Australian police were investigating fresh arson attacks and looting Wednesday as survivors returned to towns devastated by wildfires that continued to burn across vast areas.
Victoria state Premier John Brumby said there was "little doubt" that several fires had been deliberately lit overnight in the state where at least 181 people -- and possibly more than 200 -- died on the weekend in blazes.
"I think words escape us all when it comes to describing that deliberate arson," he said.
State police commissioner Christine Nixon said officers were probing the reports of fresh attacks and that investigators were closing in on an arsonist blamed for lighting a fire in the Gippsland region, in the state's east.
As police continue the largest arson investigation in Australia's history after the weekend's massive inferno, firefighters raised concerns about looters picking through the remains of properties in the disaster zone.
"We have had some reports of looting and certainly some (firefighting) volunteers and citizens who have told us that they have seen strange people in their neighbourhoods," Nixon said.
"Part of the reason for blocking off access and only letting citizens in is to protect infrastructure up there."
Thousands of firefighters are battling to save communities still threatened by 23 wildfires raging across farms and tinder-dry bushland in southeastern Victoria state.
Country Fire Authority (CFA) Deputy Chief Fire Officer Steve Warrington said the Thompson Reservoir in the Upper Yarra Valley, a wine-growing region and major catchment for Melbourne city's water supply, could come under threat.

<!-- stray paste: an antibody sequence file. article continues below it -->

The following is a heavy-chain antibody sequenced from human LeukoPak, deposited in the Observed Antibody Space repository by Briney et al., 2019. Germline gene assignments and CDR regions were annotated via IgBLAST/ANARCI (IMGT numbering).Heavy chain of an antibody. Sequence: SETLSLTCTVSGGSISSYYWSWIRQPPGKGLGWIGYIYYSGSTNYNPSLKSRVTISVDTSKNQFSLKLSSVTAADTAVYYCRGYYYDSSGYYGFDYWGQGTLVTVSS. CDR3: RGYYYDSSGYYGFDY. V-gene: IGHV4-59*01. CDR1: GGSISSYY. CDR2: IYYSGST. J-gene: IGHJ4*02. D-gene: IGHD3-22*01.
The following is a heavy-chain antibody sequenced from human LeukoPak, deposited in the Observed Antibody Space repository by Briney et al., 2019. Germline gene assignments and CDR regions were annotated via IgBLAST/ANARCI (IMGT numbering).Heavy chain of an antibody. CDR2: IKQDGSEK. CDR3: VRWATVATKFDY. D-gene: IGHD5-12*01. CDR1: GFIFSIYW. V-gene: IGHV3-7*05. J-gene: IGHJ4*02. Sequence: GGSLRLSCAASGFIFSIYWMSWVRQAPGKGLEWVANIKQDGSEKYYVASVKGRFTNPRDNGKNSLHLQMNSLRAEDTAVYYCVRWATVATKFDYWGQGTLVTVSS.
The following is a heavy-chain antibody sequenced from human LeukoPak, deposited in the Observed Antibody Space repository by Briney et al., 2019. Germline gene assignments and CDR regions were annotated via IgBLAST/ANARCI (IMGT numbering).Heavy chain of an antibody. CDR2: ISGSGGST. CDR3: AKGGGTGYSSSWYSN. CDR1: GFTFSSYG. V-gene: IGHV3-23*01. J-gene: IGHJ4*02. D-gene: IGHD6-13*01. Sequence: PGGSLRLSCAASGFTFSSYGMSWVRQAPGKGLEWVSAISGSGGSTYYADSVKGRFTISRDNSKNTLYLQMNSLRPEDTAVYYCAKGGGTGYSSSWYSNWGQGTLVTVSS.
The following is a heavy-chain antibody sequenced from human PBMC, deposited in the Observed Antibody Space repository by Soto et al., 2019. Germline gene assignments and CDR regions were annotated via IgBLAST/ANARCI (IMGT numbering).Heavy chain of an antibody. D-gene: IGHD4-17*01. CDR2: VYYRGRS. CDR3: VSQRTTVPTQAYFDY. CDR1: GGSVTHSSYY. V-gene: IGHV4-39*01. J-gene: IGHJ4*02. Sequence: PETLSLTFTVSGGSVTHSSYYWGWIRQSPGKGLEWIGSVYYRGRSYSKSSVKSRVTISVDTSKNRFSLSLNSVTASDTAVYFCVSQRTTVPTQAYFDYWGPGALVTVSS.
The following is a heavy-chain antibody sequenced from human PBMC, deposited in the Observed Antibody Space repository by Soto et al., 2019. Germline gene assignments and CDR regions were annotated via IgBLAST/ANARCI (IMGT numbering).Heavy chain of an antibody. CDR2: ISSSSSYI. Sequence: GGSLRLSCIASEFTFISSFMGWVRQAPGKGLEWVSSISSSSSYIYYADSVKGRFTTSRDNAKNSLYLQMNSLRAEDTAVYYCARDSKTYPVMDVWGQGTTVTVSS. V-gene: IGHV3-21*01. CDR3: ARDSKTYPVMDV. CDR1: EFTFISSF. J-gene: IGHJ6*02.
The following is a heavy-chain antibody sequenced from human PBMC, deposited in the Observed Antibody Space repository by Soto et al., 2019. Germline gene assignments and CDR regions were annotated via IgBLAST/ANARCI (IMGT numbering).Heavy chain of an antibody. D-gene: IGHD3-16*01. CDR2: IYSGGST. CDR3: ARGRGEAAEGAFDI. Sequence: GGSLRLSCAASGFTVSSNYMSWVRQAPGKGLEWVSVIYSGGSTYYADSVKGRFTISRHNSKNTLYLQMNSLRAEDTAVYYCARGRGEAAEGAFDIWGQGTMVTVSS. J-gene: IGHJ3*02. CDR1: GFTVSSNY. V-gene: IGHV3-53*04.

Fires near the rural towns of Bunyip and Kinglake could merge and threaten more towns if they are fanned by northerly winds forecast for Saturday, he said.
"We are closely monitoring the weather, which way the wind comes from, the speed of the wind and the temperature," Warrington told the Australian Associated Press.
"There is a huge effort going on minimising the impact of that fire as we speak," he said, adding that a gas plant at Longford was also in potential danger.
As a grim search for bodies was expected to push the toll much higher, stunned residents started being allowed through crime-scene lines to see for themselves what remained of their towns.
"The people are in complete disarray and shock and are being staunch, but small things will have a big impact on them," said CFA Divisional Commander James Dullard, referring to the fire zone around Kinglake town.
Victoria state Premier Brumby said the final toll would exceed 200 as emergency crews sifted through the charred wreckage of homes and cars, but media reports say police fear more than 300 people may have died.
In the town of Marysville, flattened by the flames at the weekend, as many as 100 of its 500 or so residents are now believed to have been killed, The Australian newspaper said -- a toll far higher than first reports suggested.
Victoria police have pleaded for survivors to be patient.
"The disaster victim identification team, operating primarily at Marysville and Kinglake, has a big job ahead of them. It's a very difficult process and will take a long time to identify the deceased," Assistant Commissioner Stephen Fontana said.
Prime Minister Kevin Rudd said the fires had left 500 people injured, nearly 1,000 homes destroyed and 365,000 hectares (902,000 acres) burnt.
More than 5,000 people have been left homeless, many seeking shelter in community halls, schools and churches.
Offers of help have poured in from around the world with leaders including US President Barack Obama telephoning Rudd to offer condolences and support.
Question time in the House of Representatives was suspended for the rest of the week in recognition of the disaster.
The only other time parliament has sat for a week without question time was during World War II, lawmaker Joe Hockey told AAP.
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